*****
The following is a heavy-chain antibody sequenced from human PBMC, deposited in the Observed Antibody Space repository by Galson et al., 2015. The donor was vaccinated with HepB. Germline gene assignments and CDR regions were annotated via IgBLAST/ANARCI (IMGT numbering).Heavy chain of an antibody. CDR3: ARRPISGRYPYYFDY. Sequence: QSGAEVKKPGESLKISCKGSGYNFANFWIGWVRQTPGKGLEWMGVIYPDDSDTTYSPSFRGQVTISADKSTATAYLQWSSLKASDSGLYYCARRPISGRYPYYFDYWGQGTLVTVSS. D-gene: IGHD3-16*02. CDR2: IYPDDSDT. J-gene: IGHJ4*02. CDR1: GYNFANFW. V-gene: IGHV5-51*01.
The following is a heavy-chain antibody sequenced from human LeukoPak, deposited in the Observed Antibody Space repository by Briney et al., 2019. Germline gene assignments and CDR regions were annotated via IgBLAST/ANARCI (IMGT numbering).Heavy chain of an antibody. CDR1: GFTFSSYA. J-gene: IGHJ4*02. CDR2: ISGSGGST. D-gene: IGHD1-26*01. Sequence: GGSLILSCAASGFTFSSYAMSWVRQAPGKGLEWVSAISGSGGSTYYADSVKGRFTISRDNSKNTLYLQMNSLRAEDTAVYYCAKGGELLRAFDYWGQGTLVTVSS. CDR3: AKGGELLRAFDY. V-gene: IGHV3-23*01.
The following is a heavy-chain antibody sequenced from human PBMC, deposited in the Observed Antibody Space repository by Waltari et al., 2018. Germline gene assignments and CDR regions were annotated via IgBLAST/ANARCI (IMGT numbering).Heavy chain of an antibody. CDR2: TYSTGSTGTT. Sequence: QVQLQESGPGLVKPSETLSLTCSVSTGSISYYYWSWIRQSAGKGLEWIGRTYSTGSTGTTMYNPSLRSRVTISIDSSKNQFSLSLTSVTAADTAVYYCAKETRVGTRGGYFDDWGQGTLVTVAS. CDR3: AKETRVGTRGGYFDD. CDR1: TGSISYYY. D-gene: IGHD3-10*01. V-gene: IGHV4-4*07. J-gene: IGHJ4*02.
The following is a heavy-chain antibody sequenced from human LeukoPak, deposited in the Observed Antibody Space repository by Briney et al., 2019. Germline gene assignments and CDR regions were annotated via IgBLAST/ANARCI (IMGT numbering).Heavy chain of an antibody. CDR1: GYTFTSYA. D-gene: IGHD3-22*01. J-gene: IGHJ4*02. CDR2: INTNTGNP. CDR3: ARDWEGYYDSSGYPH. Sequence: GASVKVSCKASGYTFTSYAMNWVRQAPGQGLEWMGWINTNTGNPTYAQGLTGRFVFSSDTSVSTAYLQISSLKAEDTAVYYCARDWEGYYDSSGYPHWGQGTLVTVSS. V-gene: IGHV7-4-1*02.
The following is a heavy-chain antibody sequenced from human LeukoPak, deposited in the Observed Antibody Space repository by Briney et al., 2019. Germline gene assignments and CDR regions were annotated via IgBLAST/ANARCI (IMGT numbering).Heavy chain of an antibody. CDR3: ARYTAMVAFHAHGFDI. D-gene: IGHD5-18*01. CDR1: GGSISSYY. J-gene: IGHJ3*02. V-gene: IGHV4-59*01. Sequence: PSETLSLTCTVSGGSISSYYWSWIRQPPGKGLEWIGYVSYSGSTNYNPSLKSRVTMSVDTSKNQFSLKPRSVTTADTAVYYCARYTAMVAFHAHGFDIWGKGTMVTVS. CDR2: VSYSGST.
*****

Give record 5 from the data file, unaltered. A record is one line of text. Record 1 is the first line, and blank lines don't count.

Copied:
The following is a heavy-chain antibody sequenced from human LeukoPak, deposited in the Observed Antibody Space repository by Briney et al., 2019. Germline gene assignments and CDR regions were annotated via IgBLAST/ANARCI (IMGT numbering).Heavy chain of an antibody. CDR3: ARYTAMVAFHAHGFDI. D-gene: IGHD5-18*01. CDR1: GGSISSYY. J-gene: IGHJ3*02. V-gene: IGHV4-59*01. Sequence: PSETLSLTCTVSGGSISSYYWSWIRQPPGKGLEWIGYVSYSGSTNYNPSLKSRVTMSVDTSKNQFSLKPRSVTTADTAVYYCARYTAMVAFHAHGFDIWGKGTMVTVS. CDR2: VSYSGST.